Early in Daniel Roher’s alarming and essential documentary Navalny, Russian opposition leader Alexei Navalny sits in Germany, having recovered from being poisoned. Asked what message he might leave behind if killed, he resists and tells the director he’d rather have this film be a thriller, half-jokingly saying “If I die you can make a boring movie of remembrance.” The film is anything but––a living work of journalism made by CNN in secret, revealed as a mystery documentary premiere only after Sundance was underway this year. Putin and Sundance have a bit of history: in 2017 hackers briefly took down the festival’s box office after the premiere of the doping-scandal documentary Icarus. Thankfully no such issues were reported this year.

Similar to Laura Poitras’ Citizenfour, Navalny is a living document as Navalny and his publicist team up with Bulgarian investigative journalist Christo Grozev to piece together the mystery of his 2020 poisoning. Navalny is a Putin opposition leader who galvanized a wide coalition, including some with which other politicians would be uncomfortable. He dreams of a decentralized Russia where local governments return to what he calls the “primitive politics” of human rights and free speech. His media team, including publicist Maria and chief of staff Leonid, have taken their case to platforms like YouTube and TikTok in short videos and longer-form reports with titles like “Putin’s Place: A History of the World’s Biggest Bribes.”

Bucking the kleptocracy, Navalny has been the subject of several films including indirectly the youth documentary We Are Russia, currently on the festival circuit. That film mostly concerns Navalny’s impact on a generation of protestors under a government that heavily controls protest. They struggle to change hearts and minds in a nation where Putin is popular and the sentiment is “they’re all crooks.”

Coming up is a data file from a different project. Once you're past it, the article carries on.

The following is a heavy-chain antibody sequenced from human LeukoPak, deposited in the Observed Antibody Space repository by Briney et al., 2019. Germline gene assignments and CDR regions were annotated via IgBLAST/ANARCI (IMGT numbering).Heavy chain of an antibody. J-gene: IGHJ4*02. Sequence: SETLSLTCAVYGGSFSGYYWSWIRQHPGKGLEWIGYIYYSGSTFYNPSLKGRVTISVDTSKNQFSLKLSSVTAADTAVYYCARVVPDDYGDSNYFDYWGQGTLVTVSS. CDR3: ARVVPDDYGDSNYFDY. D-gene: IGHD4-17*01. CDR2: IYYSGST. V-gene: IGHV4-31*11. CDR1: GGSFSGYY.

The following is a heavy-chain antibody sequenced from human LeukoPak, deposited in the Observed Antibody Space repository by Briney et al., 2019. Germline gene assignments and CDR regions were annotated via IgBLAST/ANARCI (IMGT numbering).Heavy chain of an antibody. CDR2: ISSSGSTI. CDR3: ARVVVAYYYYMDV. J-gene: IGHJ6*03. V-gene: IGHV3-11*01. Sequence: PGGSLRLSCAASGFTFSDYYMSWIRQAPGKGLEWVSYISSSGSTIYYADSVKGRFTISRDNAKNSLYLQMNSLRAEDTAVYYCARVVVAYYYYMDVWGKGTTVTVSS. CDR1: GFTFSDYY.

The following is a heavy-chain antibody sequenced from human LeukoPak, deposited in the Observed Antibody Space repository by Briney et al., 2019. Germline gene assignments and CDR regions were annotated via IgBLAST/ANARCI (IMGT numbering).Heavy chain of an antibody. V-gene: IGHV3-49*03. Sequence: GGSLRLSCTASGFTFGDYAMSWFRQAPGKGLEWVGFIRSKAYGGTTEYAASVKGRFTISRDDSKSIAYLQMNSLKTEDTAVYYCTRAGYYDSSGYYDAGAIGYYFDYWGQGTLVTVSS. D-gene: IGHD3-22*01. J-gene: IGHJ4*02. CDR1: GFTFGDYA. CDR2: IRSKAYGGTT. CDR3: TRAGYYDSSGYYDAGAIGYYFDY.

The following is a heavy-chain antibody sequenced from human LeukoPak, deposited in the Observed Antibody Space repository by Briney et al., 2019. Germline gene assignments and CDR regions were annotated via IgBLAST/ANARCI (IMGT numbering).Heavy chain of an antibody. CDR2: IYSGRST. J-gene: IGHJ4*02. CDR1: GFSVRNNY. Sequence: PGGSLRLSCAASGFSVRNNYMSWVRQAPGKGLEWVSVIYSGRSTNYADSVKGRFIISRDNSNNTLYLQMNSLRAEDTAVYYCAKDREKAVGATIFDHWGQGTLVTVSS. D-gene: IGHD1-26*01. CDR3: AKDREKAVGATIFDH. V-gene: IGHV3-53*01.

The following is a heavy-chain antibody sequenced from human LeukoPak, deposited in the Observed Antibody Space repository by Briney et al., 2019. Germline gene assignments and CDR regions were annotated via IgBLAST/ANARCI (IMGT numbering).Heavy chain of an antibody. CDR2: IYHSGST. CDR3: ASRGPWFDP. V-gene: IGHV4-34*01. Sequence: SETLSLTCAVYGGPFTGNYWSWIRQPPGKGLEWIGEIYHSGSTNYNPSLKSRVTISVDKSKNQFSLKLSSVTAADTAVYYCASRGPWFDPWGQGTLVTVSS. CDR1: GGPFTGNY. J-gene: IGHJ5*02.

With CNN’s resources Roher has created a documentary that is both an active record and testament to democracy. The arrest, attacks, and attempted murder of Navalny is shocking—Putin attempts to do so in the cleanest way possible, with a revolutionary nerve agent, rather than in a public fashion. Despite such pressure, Navalny continues out of patriotic duty, including daughter Dasha (a college student in the US) and wife Yulia in the fight when could have very easily remained in asylum in Europe. Roher captures a critical moment in the investigation on the part of Amsterdam-based group Bellingcat that is well worth the price of admission, one that leads to additional reporting by CNN’s Clarissa Ward about suspects involved in the poisoning.

Shedding light on Putin’s tactic is essential, and here Roher creates an intimate portrait of Navalny, his family, his team, and Grozev, who carry on the vital work that a free press ought to carry out. Initially Grozev doubts his ability to report on Russia from Germany, but the crowdsource work of Bellingcat’s data journalists help narrow down a list of suspects in a series of moments that feel like something out of a cyber thriller.

Roher resists urges to pump up any intensity of this drama despite the high stakes of Navalny’s work: the film remains grounded and focused on the process of doing the work and the personal stakes. He and the film resist a call to martyrdom; that would, after all, be a win for Putin and a public death may galvanize foreign forces. The geopolitical stakes are immense and Navalny is essential viewing, especially for any Western audience that may have not been following this story so closely. 

Navalny premiered at the 2022 Sundance Film Festival and will be released by CNN and HBO Max.

Grade: B+

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